(Immigration and Asylum Chamber) Appeal Number: HU/13988/2015
THE IMMIGRATION ACTS
Heard at Bradford
Decision & Reasons promulgated
On 30 October 2018
On 11 January 2019
UPPER TRIBUNAL JUDGE HANSON
(anonymity direction not made)
THE SECRETARY OF STATE FOR THE HOME DEPARTMENT
For the Appellant: Mr H Semega-Janneh instructed by Beachwood Solicitors Ltd.
For the Respondent: Mr M Diwnycz - Senior Home Office Presenting Officer
ERROR OF LAW FINDING AND REASONS
1. The appellants appeal with permission a decision of First-tier Tribunal Judge Caskey promulgated on 27 July 2017 in which the Judge dismissed the appeals on human rights grounds.
2. The appellants are citizens of Afghanistan born on 14 May 1999 and 10 March 2001 respectively. They are brothers. Each applied for entry clearance in order to join their older brother who lives in the United Kingdom. The appellants claim they are being cared for by a family friend in Pakistan. The applications for entry clearance were refused and the decision upheld on review by an Entry Clearance Manager.
3. The Entry Clearance Officer (ECO) noted the appellant's case but found in the refusal:
"I have also considered whether the particular circumstances set out in your application constitute exceptional circumstances which, consistent with the right to respect for family life contained in Article 8 the European Convention on Human Rights, might warrant consideration by the Secretary of State of a grant of entry clearance to come to the United Kingdom outside the requirements of the Immigration Rules. However I am satisfied that you do not meet the requirements of paragraph 352 D and you have not provided any evidence of any exceptional circumstances regarding your application. I am also satisfied that you have not exhausted all the avenues of application within the Immigration Rules that lead to consideration of your application outside the rules. I accept that this decision may result in limited interference with the Right to Family Life as described in Article 8. However, I remind myself that this is a qualified right, and I am satisfied that the decision is justified and proportionate in the interests of maintaining an effective immigration control."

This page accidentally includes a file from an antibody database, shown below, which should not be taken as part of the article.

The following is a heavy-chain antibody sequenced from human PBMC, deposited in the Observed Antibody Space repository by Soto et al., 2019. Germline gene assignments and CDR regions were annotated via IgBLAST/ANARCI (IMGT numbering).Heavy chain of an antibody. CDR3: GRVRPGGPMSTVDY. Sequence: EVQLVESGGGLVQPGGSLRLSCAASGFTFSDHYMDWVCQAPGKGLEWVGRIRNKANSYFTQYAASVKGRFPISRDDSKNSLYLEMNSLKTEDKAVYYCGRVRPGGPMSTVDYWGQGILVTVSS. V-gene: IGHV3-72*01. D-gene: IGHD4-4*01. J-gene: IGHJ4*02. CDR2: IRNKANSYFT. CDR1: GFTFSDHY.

4. The decision maker noted the UK-based sponsor stated he has a wife in Afghanistan but that it was not clear how she is currently residing in that country when the appellants claim they are unable to do so, and that given the lack of any documentary evidence of their circumstances the decision-maker was not satisfied the appellants were part of the family unit which included their sponsor when he left Afghanistan - see paragraph 352D(iv) of the Immigration Rules.
5. The Judge found the sponsor to be a credible and articular witness and sets out findings from  of the decision under challenge. The Judge analysed the merits of the appeal outside the Immigration Rules by reference to Razgar before concluding at [17 - 20]:
"17. The maintenance of an effective system of immigration control is in the public interest. Factors such as that and having a clear system that provides consistent and predictable outcomes is a factor in favour of the Appellants not being granted permission to enter the United Kingdom. The younger the Appellants remains a child, and his best interests require to be a primary consideration. However, even taking that into account, I note that the child has never been to the United Kingdom and does not speak English. I do not consider that the radical alteration in his life would necessarily be in his best interests.
18. I indicated earlier that I was satisfied in the present case that family life exists between the Appellants and their sponsor. However, as I also made clear, the level of contact and interrelationship between the Appellants and their Sponsor is limited to, in reality, two recent visits of approximately one month each, and regular communication by Skype and Viber, etc, as well as financial support and being involved in arranging for the care of the Appellants in Pakistan because of the familial link. In addition, that there was life together when the appellants were very young.